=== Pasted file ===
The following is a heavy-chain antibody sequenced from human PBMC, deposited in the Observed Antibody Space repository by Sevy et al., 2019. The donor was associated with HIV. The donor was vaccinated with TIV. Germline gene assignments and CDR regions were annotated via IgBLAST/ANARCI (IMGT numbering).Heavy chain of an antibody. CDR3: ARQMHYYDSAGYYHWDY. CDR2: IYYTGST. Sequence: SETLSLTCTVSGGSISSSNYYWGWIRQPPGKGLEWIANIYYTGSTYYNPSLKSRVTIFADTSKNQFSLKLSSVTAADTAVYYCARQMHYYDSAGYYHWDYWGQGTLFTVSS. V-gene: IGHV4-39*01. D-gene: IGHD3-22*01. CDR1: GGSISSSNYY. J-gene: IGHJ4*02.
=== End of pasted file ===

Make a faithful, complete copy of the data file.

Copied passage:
The following is a heavy-chain antibody sequenced from human PBMC, deposited in the Observed Antibody Space repository by Sevy et al., 2019. The donor was associated with HIV. The donor was vaccinated with TIV. Germline gene assignments and CDR regions were annotated via IgBLAST/ANARCI (IMGT numbering).Heavy chain of an antibody. CDR3: ARQMHYYDSAGYYHWDY. CDR2: IYYTGST. Sequence: SETLSLTCTVSGGSISSSNYYWGWIRQPPGKGLEWIANIYYTGSTYYNPSLKSRVTIFADTSKNQFSLKLSSVTAADTAVYYCARQMHYYDSAGYYHWDYWGQGTLFTVSS. V-gene: IGHV4-39*01. D-gene: IGHD3-22*01. CDR1: GGSISSSNYY. J-gene: IGHJ4*02.